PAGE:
Ban on EU roaming won't apply to Brits travelling abroad, says leaked Brexit document

Ban on roaming charges in the European Union post 2019 may not apply to British travellers, leaker EU documents suggest.

Britain's exit from EU virtually assures that 'roam like home' facility will not be extended to British travellers.

As per existing plans, the European Union is set to abolish roaming charges for people using their phones while travelling to any of the 28 member states. The new 'roam like home' system will follow years of cuts in data roaming charges which went down from 70p for every MB of data consumed in 2012 to just €0.05 per MB of internet data consumed in 2016.

Rejoice customers! EU roaming charges on track to be scrapped from June 2017

However, a leaked document coming from the European Union suggests that such rules won't apply to British travellers once Brexit takes effect in 2019. As such, British travellers will need to cough up roaming charges for making calls, sending texts or consuming internet data unlike their European cousins. Applicable rates for British travellers could be €0.05 per minute of calling, €0.02 per text and €0.05 per MB of internet data consumed, unless the EU and the British government agree to a fresh arrangement.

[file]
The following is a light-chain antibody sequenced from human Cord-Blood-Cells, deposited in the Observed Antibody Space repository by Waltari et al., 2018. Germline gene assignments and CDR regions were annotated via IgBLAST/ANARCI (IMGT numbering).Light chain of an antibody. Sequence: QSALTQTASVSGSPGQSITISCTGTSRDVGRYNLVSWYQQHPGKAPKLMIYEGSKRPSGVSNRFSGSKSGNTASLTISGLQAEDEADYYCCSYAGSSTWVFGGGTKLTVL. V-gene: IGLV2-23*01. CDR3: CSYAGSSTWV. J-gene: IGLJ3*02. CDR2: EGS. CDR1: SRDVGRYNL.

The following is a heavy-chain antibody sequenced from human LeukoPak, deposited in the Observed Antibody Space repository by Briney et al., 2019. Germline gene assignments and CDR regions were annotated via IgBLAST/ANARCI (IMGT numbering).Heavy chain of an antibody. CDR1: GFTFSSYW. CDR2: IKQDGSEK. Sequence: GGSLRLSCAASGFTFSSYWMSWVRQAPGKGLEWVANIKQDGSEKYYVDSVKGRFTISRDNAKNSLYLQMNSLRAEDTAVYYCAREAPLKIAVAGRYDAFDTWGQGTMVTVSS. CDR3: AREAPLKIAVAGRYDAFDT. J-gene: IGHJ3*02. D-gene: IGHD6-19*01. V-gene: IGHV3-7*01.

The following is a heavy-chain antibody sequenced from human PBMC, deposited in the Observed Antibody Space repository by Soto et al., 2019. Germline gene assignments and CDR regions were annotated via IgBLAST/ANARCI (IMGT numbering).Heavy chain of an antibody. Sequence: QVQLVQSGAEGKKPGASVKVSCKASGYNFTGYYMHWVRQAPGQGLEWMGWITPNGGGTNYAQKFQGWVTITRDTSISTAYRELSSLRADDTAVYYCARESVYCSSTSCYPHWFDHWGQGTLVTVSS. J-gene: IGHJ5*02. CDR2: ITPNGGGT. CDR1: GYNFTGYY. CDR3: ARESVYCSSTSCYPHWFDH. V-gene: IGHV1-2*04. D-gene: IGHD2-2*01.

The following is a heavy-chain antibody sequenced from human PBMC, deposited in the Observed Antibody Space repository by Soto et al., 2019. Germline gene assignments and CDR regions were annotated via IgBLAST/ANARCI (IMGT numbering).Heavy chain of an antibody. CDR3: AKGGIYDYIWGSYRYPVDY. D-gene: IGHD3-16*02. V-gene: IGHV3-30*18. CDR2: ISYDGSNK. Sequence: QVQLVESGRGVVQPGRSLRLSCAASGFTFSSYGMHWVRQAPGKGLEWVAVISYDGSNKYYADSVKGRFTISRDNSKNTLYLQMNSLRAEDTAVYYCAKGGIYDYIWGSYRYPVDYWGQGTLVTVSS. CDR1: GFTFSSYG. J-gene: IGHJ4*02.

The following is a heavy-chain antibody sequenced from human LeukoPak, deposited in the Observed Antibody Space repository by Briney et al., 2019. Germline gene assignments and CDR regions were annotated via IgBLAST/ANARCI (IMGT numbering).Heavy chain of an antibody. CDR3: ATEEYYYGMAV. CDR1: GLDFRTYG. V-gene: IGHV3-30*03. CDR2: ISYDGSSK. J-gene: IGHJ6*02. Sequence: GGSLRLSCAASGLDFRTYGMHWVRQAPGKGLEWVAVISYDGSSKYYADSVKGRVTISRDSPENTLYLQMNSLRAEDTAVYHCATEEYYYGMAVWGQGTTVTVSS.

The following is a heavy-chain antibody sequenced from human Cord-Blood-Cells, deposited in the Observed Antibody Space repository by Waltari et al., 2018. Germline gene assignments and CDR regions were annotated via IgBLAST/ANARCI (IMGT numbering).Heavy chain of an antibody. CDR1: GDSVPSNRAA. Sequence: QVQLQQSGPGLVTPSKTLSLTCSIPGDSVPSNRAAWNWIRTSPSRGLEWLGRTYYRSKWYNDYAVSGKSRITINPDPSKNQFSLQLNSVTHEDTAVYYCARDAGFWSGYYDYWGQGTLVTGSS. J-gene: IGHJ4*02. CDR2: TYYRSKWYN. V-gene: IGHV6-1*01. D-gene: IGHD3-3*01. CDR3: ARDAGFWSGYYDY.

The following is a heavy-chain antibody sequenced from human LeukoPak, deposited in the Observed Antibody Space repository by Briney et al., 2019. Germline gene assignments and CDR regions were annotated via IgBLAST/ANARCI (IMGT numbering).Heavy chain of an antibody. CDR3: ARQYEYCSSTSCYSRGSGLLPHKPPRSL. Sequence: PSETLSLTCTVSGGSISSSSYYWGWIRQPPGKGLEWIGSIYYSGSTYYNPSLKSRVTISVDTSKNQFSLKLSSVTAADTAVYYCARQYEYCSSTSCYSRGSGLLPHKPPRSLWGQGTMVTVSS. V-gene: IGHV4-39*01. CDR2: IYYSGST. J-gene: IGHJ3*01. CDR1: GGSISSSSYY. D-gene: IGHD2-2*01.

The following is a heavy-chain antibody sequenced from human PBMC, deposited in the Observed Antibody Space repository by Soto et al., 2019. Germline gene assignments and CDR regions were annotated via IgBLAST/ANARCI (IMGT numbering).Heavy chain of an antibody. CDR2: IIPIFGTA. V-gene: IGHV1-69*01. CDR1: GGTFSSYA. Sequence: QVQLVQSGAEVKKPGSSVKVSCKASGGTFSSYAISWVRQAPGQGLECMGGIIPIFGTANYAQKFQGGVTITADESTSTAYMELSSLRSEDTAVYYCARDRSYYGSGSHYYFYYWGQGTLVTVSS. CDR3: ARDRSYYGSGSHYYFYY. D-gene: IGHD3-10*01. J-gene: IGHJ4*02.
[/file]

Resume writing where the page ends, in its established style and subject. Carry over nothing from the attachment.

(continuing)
The European Parliament's committee on industry, research and energy released a new draft document earlier this month for review by MEPs. The document stated that “regulation (EU) No 531/2012 on roaming will no longer apply with respect to the UK, impacting business and other travellers to and from the UK.”

The leak throws a spanner in the works just when people were about to celebrate the complete abolition on roaming charges in Europe. Last week, a deal between network operators to use each others' networks for roaming services was provisionally approved by the European Parliament and was to be confirmed by the full European Parliament and EU member states for roaming charges to be abolished. Even if the European Parliament formally approves it, British citizens won't be able to profit from it because of Britain's impending exit from Europe in a couple of years from now.

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“It is important to recall that, given the short time available for their preparation and the fact that the UK position is still unknown, [the analysis] can only constitute a very first assessment of the situation," said Jerzy Buzek, a Polish MEP, who is also the chair of the European Parliament's committee on industry, research and energy.

“It is therefore essential that the parliamentary committees be closely involved in following the negotiations and in the consent procedure as well as in discussions on any transitional arrangements and the future relationship, so that parliament can benefit from the substantive knowledge held in the committees,” he added. 

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